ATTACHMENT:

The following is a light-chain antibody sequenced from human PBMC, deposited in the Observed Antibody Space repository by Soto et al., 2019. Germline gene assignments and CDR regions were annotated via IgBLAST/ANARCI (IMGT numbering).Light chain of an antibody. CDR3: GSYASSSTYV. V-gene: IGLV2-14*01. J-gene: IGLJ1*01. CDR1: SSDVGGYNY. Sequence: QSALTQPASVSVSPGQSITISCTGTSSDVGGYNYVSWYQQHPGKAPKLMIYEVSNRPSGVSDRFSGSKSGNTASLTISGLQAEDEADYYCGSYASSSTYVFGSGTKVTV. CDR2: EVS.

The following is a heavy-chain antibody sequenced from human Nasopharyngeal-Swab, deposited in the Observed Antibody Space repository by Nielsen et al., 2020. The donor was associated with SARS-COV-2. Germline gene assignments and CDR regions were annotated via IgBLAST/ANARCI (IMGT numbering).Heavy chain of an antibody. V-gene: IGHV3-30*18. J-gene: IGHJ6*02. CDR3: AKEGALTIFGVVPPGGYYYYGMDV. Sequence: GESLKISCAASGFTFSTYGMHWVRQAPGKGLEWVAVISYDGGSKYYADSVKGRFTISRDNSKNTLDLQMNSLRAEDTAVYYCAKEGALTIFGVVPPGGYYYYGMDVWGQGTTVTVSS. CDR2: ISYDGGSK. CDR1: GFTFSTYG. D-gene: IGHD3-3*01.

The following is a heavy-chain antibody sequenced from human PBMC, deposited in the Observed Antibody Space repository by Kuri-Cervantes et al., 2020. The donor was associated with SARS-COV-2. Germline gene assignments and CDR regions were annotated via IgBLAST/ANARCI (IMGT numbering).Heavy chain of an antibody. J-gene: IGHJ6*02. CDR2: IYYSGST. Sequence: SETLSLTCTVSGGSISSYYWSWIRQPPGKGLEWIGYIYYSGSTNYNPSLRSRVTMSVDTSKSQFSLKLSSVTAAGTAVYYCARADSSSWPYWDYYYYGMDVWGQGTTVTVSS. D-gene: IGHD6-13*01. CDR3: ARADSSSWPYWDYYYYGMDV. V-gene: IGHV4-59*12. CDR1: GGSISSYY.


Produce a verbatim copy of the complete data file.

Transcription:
The following is a light-chain antibody sequenced from human PBMC, deposited in the Observed Antibody Space repository by Soto et al., 2019. Germline gene assignments and CDR regions were annotated via IgBLAST/ANARCI (IMGT numbering).Light chain of an antibody. CDR3: GSYASSSTYV. V-gene: IGLV2-14*01. J-gene: IGLJ1*01. CDR1: SSDVGGYNY. Sequence: QSALTQPASVSVSPGQSITISCTGTSSDVGGYNYVSWYQQHPGKAPKLMIYEVSNRPSGVSDRFSGSKSGNTASLTISGLQAEDEADYYCGSYASSSTYVFGSGTKVTV. CDR2: EVS.

The following is a heavy-chain antibody sequenced from human Nasopharyngeal-Swab, deposited in the Observed Antibody Space repository by Nielsen et al., 2020. The donor was associated with SARS-COV-2. Germline gene assignments and CDR regions were annotated via IgBLAST/ANARCI (IMGT numbering).Heavy chain of an antibody. V-gene: IGHV3-30*18. J-gene: IGHJ6*02. CDR3: AKEGALTIFGVVPPGGYYYYGMDV. Sequence: GESLKISCAASGFTFSTYGMHWVRQAPGKGLEWVAVISYDGGSKYYADSVKGRFTISRDNSKNTLDLQMNSLRAEDTAVYYCAKEGALTIFGVVPPGGYYYYGMDVWGQGTTVTVSS. CDR2: ISYDGGSK. CDR1: GFTFSTYG. D-gene: IGHD3-3*01.

The following is a heavy-chain antibody sequenced from human PBMC, deposited in the Observed Antibody Space repository by Kuri-Cervantes et al., 2020. The donor was associated with SARS-COV-2. Germline gene assignments and CDR regions were annotated via IgBLAST/ANARCI (IMGT numbering).Heavy chain of an antibody. J-gene: IGHJ6*02. CDR2: IYYSGST. Sequence: SETLSLTCTVSGGSISSYYWSWIRQPPGKGLEWIGYIYYSGSTNYNPSLRSRVTMSVDTSKSQFSLKLSSVTAAGTAVYYCARADSSSWPYWDYYYYGMDVWGQGTTVTVSS. D-gene: IGHD6-13*01. CDR3: ARADSSSWPYWDYYYYGMDV. V-gene: IGHV4-59*12. CDR1: GGSISSYY.